Evidence: AstraZeneca and a new kind of science

Real-world evidence studies help identify the health and cost impact of treatments on patients.

The conventional view of pharmaceutical innovation is the discovery of novel molecules in the lab that can be developed into medicines that help people get well and feel better.

But in today’s challenging and complex health care environment, the medicines we deliver must not only be safe and efficacious, they must produce outcomes that matter to patients, payers, and providers.

Recent advances in health information technologies such as electronic health records, electronic medical records and other systems have made it possible for us to go beyond the conventional and answer the ultimate research question, “How can we improve overall patient health while managing the total cost of care?”

As we noted here in February, AstraZeneca has begun a new collaboration with HealthCore, the health outcomes research subsidiary of WellPoint, Inc., to conduct real-world studies designed to determine how to most effectively and economically treat disease.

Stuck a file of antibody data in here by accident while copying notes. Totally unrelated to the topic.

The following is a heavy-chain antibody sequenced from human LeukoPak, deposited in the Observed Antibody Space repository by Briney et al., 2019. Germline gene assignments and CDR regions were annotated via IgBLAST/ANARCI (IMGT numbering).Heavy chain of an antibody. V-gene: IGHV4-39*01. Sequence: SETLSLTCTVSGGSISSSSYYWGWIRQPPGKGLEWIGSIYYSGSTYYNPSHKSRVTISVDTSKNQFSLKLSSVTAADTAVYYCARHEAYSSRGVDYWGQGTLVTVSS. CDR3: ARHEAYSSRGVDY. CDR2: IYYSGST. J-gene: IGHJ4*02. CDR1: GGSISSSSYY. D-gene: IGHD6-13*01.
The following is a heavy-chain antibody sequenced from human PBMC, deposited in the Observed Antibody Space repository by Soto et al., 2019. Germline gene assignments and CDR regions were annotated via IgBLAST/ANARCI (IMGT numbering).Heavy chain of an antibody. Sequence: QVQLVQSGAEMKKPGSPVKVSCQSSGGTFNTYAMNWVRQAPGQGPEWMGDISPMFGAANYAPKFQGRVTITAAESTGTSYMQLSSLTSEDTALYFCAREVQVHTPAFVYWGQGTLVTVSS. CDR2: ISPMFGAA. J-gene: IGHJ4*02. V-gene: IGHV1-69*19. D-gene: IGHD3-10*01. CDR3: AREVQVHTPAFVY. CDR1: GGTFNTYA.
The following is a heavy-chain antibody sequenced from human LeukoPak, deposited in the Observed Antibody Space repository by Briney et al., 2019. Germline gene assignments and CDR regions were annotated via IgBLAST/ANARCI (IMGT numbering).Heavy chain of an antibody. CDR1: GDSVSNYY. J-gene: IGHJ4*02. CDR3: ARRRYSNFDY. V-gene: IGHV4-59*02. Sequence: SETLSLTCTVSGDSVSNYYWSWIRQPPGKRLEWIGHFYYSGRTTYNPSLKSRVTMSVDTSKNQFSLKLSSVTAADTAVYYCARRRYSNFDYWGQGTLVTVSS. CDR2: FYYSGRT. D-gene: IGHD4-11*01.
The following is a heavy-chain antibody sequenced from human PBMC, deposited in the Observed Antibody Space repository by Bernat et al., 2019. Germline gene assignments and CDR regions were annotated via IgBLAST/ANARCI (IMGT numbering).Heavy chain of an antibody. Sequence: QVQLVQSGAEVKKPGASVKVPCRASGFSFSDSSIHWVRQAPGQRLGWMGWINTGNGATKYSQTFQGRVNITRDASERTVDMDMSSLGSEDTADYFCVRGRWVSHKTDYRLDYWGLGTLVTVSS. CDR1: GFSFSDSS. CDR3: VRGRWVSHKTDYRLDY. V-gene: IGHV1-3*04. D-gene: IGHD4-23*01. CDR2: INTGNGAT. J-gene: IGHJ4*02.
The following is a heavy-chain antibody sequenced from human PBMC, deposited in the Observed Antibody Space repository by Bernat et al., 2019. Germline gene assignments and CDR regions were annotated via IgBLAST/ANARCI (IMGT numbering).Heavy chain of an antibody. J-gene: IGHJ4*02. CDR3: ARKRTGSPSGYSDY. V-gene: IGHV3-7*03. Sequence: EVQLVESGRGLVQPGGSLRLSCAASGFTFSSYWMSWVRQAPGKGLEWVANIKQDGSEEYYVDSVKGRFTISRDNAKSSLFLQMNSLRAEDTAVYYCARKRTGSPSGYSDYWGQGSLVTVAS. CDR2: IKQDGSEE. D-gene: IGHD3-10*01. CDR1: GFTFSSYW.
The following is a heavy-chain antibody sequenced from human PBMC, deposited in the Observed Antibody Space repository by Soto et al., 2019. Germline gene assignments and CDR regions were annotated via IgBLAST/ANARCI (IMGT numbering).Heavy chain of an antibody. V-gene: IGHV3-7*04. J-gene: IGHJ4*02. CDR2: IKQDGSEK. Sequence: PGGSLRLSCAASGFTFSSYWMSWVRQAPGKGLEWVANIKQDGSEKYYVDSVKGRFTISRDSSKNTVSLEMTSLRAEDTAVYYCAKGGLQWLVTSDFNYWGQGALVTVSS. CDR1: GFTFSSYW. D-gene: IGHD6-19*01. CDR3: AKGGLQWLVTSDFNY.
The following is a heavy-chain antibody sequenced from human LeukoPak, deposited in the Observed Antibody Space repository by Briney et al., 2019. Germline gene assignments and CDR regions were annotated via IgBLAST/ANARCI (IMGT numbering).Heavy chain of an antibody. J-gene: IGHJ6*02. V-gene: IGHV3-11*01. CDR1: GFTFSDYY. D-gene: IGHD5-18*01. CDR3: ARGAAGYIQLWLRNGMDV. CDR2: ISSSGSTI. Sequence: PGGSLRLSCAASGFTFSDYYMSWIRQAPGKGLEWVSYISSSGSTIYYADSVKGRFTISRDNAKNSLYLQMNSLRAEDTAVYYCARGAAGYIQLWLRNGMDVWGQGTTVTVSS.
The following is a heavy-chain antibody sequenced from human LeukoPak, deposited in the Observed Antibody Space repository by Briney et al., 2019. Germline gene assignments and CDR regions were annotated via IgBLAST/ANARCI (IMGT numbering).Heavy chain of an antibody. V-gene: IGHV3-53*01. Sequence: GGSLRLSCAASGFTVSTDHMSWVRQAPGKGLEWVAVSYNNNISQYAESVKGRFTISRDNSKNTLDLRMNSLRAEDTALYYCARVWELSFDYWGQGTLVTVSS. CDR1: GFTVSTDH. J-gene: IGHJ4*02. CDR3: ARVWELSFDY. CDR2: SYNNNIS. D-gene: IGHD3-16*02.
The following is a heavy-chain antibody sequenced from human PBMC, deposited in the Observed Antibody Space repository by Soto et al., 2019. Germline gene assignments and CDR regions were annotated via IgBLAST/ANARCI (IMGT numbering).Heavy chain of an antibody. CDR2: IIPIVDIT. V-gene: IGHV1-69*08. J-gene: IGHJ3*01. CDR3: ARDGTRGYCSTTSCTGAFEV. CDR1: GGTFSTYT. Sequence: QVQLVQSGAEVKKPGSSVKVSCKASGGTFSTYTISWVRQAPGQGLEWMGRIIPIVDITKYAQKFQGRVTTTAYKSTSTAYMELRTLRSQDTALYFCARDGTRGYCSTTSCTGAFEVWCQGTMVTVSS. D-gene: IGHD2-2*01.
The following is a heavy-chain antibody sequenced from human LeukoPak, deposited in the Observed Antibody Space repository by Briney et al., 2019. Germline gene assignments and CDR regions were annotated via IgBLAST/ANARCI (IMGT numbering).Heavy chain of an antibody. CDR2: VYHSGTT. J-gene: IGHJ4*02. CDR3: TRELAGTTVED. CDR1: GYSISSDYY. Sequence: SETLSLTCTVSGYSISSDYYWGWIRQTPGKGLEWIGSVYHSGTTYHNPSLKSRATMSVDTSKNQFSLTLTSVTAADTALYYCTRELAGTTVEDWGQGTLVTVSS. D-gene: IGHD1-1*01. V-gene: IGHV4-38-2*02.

So just what do we mean by a “real-world” study? Unlike controlled clinical trials, real-world evidence studies use data generated from the use and purchase of health care services and treatments. This data is accessed through sources such as electronic medical records, claims information and patient surveys. By examining data associated with the delivery of care, real-world analyses can assess treatment impact on hospital length of stay, readmissions, overall health status, cost of care and other key evidence-based outcomes.

This week, and in the future, we’ll be taking a look at different ways evidence can help us identify the health and cost impact of treatments on patients, while also highlighting areas of unmet patient needs.

We’re excited to be engaged at the forefront of the new science of real-world evidence and hope you will join the conversation on Twitter using the hashtag #RWEv.

Part two of the series can be found here.